But as noted, the body show’s a great deal of metabolic flexibility in what it can or cannot use for fuel. If it is available, glucose tends to be preferred by most tissues if it is available although they can switch to fatty acids when carbs aren’t. And unlike the body’s carbohydrate store which are fairly limited, the body has a fairly large store of energy in bodyfat
Are Carbohydrates Good and Fats Bad?
Despite the fact that there is no physiological requirement for carbohydrates in the human diet, the most common dietary recommendation in modern times is generally to reduce fat intake and increase carbohydrate intake. I’m going to address the issue starting from that standpoint.
A good question might be why is this stance taken. While I can’t read the minds of these folks (and I hate to contribute to grain lobby USDA conspiracy theories), I think the reasons is actually fairly simple: we have to eat something to meet our calorie requirements.
There’s usually a limit to how much protein can be reasonably consumed (and most authorities seem to be against ‘high’ protein intakes as well) so that means that the rest of the diet (in terms of energy) must come from either carbohydrate or fat. AS I mentioned, in the 70’s, the stigma against dietary fat started to develop and it all pretty much went from there. Fat was implicated as the cause of heart disease, stroke, obesity, you name it and excessive fat intake was blamed.
Since people have to eat something and because of the general negatives surrounding a high fat intake (some of which is warranted, some of which isn’t), policy makers recommend a high-carbohydrate intake by default.
The bigger question is whether or not this is a scientifically defensible position.
Examining the Debate
As noted, the usual argument goes that high-fat diets cause high-cholesterol, heart disease, cancer, obesity and the rest, as evidenced by the high incidence of those disease in modern diets (which are typically high in fat). But that’s a questionable conclusion to draw.
The modern diet is also high in carbohydrates with most of those carbohydrates being highly refined, low-fiber foods. In contrast, the modern diet is often low in fruits and vegetables which is a double whammy. Fat intake is often quite high and there tends to be an overconsumption of both saturated fats and trans-fatty acids with an insufficient amount of healthy fats such as the fish oils present.
This intake is typically coupled with low levels of activity, a high body fat percentage and lots of stress. Overconsumption of alcohol and/or smoking are also present. Basically, there tend to be lifestyle patterns that cluster together where people that do one “unhealthy” thing do other “unhealthy” things. Trying to separate out one factor from the rest is a fool’s game. It is one reason of many why nutritional epidemiology, which often tries to determine a singular factor causing something, is such garbage. Everything in life is multi-factorial and health is no different.
But that means that pinning the blame on any singular factor, including fat intake is a mistake. Equally, expecting a reduction in dietary fat intake to magically fix the problem is not only mistaken but disingenuous. Even here you run into a big issue, when people reduce the intake of one nutrient they have to increase another.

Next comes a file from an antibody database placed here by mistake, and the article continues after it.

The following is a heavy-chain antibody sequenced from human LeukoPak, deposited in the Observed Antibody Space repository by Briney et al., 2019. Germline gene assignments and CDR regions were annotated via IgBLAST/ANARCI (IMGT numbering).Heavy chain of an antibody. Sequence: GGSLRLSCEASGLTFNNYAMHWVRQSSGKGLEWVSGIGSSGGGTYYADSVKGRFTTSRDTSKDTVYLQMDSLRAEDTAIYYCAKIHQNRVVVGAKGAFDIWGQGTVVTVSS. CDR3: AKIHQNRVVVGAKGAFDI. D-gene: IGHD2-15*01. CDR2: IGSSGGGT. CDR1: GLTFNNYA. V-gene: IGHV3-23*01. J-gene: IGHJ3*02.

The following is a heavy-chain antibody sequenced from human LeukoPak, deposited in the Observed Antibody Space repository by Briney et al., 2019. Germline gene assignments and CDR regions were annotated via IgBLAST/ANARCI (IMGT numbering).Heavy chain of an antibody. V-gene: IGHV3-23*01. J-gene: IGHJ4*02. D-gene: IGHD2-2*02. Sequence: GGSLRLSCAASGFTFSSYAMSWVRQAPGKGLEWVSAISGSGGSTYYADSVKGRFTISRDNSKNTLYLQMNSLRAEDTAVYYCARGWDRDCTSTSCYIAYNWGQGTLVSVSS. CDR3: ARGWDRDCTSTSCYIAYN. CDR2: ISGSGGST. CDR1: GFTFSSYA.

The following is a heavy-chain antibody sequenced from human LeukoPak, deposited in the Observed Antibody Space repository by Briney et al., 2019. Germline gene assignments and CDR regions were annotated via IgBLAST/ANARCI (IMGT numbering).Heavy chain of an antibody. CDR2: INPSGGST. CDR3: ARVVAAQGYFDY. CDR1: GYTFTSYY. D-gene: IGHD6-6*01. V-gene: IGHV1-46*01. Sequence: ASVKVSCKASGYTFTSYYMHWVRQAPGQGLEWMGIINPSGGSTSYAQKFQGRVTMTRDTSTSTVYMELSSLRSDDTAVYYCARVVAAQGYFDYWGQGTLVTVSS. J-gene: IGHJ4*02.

One thing that happened in the 80’s is that the reduction in dietary fat was accompanied not only by an increase in carbohydrate intake but an increase in refined carbohydrate intake which caused its own set of problems. Specifically the improvements in cholesterol levels were offset by an increase in Triglyceride (TG) levels, an independent risk factor for heart disease. This isn’t the case when dietary is replaced with whole grains but that’s not what happened in the real world by and large.
As well, the quality of fat probably made a bigger difference than the total intake to begin with. Invariably replacing saturated fat with monounsaturated fat (i.e. Olive oil) or polyunsaturated fatty acid (PUFA) improved blood lipid levels and reduced cardiovascular risk without a reduction in total fat intake. Mind you, some of the true fringe loonies are convinced that PUFA is the real problem in the modern diet and saturated fat is totally healthy even if the data completely contradicts that point.
Similar comments can be made in terms of obesity and fat gain. There is no doubt that fat is more calorically dense than carbohydrates at 9 cal/gram vs. 4 cal/gram. So for the same volume of food eaten, dietary fat will contribute twice as many calories. Dietary fat also doesn’t send a short-term fullness signal which can lead to passive overconsumption. Simply, foods high in dietary fat tend to taste good, have good mouth feel and it’s fairly easy to overeat them. Of course, it’s even easier to overeat foods high in sugar and fat so even here blaming fat per se may be missing the point.
Along with other issues, it’s easy to see how “high-fat” diets can be blamed for causing obesity. But it’s never that quite that simple and many other factors have changed in the modern environment that contribute to increasing levels of obesity beyond just the dietary fat content.
One is the increasing intake of refined carbohydrates (and note again that high sugar/high fat foods are supremely easy to overconsume). Another is reduced daily activity requirements. Portion sizes continue to increase and there are many other potential contributors to the problem beyond just dietary fat.
I’m not saying that you can dismiss an excessive dietary fat intake as part of the problem.
I’m simply saying it’s not the ONLY factor.
Even in a dieting context, it’s clear that the fat composition of the diet makes very little difference. Lower and higher fat diets all work equally well (meaning not very well at all) regardless of composition.
Certainly a high-fat intake can cause people to eat more in the modern world but it’s rare for anyone to eat pure dietary fat. The issue is invariably with high-sugar/high-fat foods. And even that is usually part of an overall lifestyle. Blaming either fat or carbs is missing the point. It’s the combination.